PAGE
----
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Commission seeks new focus on ‘hateful extremism’

25th Oct 2019
Commission seeks new focus on ‘hateful extremism’

Sara Khan was appointed by the Home Secretary to lead the CCE in January 2018 (Photo: Mramoeba/WikiCommons)

Hamed Chapman

The Government’s recently set-up Commission for Countering Extremism (CCE) is seeking the establishment of a new taskforce led by the Home Secretary in a complete overhaul of the strategy.

Commission head, Sara Khan, who was previously a member of the Home Office’s Tackling Extremism and Radicalisation Working Group, said that a new category of extremist behaviour outside of terrorism and violent extremism had been identified and was being called ‘hateful extremism.’

“I am putting forward a clear description of hateful extremism – the inciting or amplifying of hate, the hateful targeting of individuals and making the moral case for violence,” Khan said after carrying out what was described as the first-ever national conversation on extremism.

“Our country’s response to terrorism is robust. This is not the case for hateful extremism. Yet if we are to be successful in reducing the extremist threat in our society, we need to focus our efforts on challenging hateful extremism.”

She argued that the Government was not doing enough to protect victims and must do more to address the “spread of hateful extremism on our streets and online” as well as “urgently overhaul its approach to challenging extremism, starting with a new definition of hateful extremism, a new Government strategy and a Home Secretary-led taskforce.”

Advocacy group Cage described the latest report entitled Countering Extremism, Challenging Hateful Extremism as presenting “very little substantial content” in introducing “yet another new focus for the failing ‘extremism industry.’” It accused CCE of latching onto an “ever-expanding array of thoughts and beliefs that it seeks to ‘criminalise’under the banner of counter-extremism” to try to ensure the commission remained relevant.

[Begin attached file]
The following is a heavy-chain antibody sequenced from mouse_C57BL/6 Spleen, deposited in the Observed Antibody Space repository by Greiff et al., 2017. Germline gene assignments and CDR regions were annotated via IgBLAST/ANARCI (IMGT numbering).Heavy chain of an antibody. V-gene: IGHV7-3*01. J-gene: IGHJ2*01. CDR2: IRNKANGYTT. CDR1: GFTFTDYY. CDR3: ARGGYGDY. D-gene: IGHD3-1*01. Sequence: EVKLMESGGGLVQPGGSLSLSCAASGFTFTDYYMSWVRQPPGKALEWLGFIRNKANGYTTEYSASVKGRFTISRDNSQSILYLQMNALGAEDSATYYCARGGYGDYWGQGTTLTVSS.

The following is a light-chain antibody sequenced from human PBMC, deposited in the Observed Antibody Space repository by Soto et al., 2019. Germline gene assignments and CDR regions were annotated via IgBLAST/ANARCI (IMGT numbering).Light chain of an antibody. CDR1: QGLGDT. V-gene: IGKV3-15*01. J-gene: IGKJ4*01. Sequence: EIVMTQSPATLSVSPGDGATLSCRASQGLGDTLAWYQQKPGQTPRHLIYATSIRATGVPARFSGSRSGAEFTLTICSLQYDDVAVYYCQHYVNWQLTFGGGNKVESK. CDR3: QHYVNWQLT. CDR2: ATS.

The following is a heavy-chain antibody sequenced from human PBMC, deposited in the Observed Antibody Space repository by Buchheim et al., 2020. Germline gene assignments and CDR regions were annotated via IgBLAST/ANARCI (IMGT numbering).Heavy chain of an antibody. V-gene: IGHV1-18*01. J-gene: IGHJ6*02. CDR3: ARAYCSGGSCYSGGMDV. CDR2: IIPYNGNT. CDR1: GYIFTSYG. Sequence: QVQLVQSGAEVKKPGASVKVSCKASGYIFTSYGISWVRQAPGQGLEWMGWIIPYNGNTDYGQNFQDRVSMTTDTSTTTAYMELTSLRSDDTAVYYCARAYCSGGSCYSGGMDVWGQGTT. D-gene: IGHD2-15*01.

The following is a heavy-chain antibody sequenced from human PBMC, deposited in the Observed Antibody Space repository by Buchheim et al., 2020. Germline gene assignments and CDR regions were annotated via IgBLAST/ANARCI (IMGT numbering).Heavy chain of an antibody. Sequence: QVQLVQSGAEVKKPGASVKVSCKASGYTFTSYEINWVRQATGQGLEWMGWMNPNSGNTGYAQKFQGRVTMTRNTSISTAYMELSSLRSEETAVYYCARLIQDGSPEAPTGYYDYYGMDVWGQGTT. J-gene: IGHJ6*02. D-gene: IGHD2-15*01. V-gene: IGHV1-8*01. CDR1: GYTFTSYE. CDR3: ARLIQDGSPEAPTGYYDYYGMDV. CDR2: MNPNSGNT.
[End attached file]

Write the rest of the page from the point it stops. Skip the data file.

The report summarises hateful extremism as “behaviours that can incite and amplify hate, or engage in persistent hatred, or equivocate about and make the moral case for violence” and that “draw on hateful, hostile or supremacist beliefs directed at an out-group who are perceived as a threat to the wellbeing, survival or success of an in-group and that cause, or are likely to cause, harm to individuals, communities or wider society.”

Asim Qureshi, Research Director for Cage, criticised it as “an attempt to take the UK down a deeper, darker path towards silencing any form of dissent to the structures of racism within the state.”

“Sara Khan has demonstrated her desire for a closed society, which is indicative of the poor way in which the entire topic has been studied and accepted. By relying on right-wing think tanks and Muslims committed to supporting securitisation, the CCE has only confirmed the objectionable nature of its existence,” he said.

The commission also coincidently published three academic papers on what it called “Islamism” as well as one on “Sikh activism.” The first examined what it called “The circuit of ‘islamist’ clerics who argue that all Muslims are subject to a religious obligation to establish a theocratic caliphate” before considering how institutions which promoted these clerics were welcomed into civil society and the consequences of that process of mainstreaming.

The second was an “analysis of ‘participationist’ or mainstream Islamism in Britain, including a brief history of the main groups, and a nuanced account of their goals, beliefs and values informed by original research.” The third asked what is to be done about the outlawed al-Muhajiroun and proposed that rather than increasing police powers, the Government should “empower local communities and former activists who reject the network’s ideology.”

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